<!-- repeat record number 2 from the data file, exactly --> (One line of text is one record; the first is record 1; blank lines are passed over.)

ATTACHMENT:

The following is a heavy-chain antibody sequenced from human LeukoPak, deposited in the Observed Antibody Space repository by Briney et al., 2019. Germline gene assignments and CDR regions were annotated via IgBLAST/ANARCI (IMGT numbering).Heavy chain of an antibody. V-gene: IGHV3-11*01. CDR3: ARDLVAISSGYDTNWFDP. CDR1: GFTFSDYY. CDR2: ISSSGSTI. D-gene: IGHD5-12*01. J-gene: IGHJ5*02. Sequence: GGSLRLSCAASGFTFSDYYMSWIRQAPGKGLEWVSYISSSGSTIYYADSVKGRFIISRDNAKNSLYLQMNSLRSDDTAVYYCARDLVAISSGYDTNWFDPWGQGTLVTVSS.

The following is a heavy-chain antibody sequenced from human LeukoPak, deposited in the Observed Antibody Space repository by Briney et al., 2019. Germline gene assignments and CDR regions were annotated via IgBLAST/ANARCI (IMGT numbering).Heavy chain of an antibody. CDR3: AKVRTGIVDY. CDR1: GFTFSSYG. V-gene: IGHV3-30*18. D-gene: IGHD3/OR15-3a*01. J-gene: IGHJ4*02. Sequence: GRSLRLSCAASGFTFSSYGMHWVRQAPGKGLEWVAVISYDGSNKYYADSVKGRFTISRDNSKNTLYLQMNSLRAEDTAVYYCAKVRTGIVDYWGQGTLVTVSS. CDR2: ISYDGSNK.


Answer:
The following is a heavy-chain antibody sequenced from human LeukoPak, deposited in the Observed Antibody Space repository by Briney et al., 2019. Germline gene assignments and CDR regions were annotated via IgBLAST/ANARCI (IMGT numbering).Heavy chain of an antibody. CDR3: AKVRTGIVDY. CDR1: GFTFSSYG. V-gene: IGHV3-30*18. D-gene: IGHD3/OR15-3a*01. J-gene: IGHJ4*02. Sequence: GRSLRLSCAASGFTFSSYGMHWVRQAPGKGLEWVAVISYDGSNKYYADSVKGRFTISRDNSKNTLYLQMNSLRAEDTAVYYCAKVRTGIVDYWGQGTLVTVSS. CDR2: ISYDGSNK.